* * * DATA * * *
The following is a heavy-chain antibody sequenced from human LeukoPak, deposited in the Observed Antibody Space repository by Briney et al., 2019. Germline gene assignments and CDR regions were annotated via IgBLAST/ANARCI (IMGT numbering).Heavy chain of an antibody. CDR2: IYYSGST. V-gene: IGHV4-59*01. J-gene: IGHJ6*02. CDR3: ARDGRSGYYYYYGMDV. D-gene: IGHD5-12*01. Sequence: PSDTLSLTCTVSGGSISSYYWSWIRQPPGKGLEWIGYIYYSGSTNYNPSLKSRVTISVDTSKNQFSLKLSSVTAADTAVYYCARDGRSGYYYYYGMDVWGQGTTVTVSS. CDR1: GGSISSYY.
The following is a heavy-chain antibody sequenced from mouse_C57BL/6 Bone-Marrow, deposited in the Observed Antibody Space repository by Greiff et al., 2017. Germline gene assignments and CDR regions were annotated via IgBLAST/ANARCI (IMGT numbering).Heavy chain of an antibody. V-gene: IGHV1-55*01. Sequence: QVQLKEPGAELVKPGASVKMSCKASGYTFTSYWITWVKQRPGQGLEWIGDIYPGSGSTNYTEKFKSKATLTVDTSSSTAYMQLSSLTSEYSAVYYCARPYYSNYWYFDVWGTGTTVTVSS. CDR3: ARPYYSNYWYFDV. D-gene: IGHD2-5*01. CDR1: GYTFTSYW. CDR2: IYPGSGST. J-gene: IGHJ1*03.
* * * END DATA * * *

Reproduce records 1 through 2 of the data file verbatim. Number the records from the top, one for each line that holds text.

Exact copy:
The following is a heavy-chain antibody sequenced from human LeukoPak, deposited in the Observed Antibody Space repository by Briney et al., 2019. Germline gene assignments and CDR regions were annotated via IgBLAST/ANARCI (IMGT numbering).Heavy chain of an antibody. CDR2: IYYSGST. V-gene: IGHV4-59*01. J-gene: IGHJ6*02. CDR3: ARDGRSGYYYYYGMDV. D-gene: IGHD5-12*01. Sequence: PSDTLSLTCTVSGGSISSYYWSWIRQPPGKGLEWIGYIYYSGSTNYNPSLKSRVTISVDTSKNQFSLKLSSVTAADTAVYYCARDGRSGYYYYYGMDVWGQGTTVTVSS. CDR1: GGSISSYY.
The following is a heavy-chain antibody sequenced from mouse_C57BL/6 Bone-Marrow, deposited in the Observed Antibody Space repository by Greiff et al., 2017. Germline gene assignments and CDR regions were annotated via IgBLAST/ANARCI (IMGT numbering).Heavy chain of an antibody. V-gene: IGHV1-55*01. Sequence: QVQLKEPGAELVKPGASVKMSCKASGYTFTSYWITWVKQRPGQGLEWIGDIYPGSGSTNYTEKFKSKATLTVDTSSSTAYMQLSSLTSEYSAVYYCARPYYSNYWYFDVWGTGTTVTVSS. CDR3: ARPYYSNYWYFDV. D-gene: IGHD2-5*01. CDR1: GYTFTSYW. CDR2: IYPGSGST. J-gene: IGHJ1*03.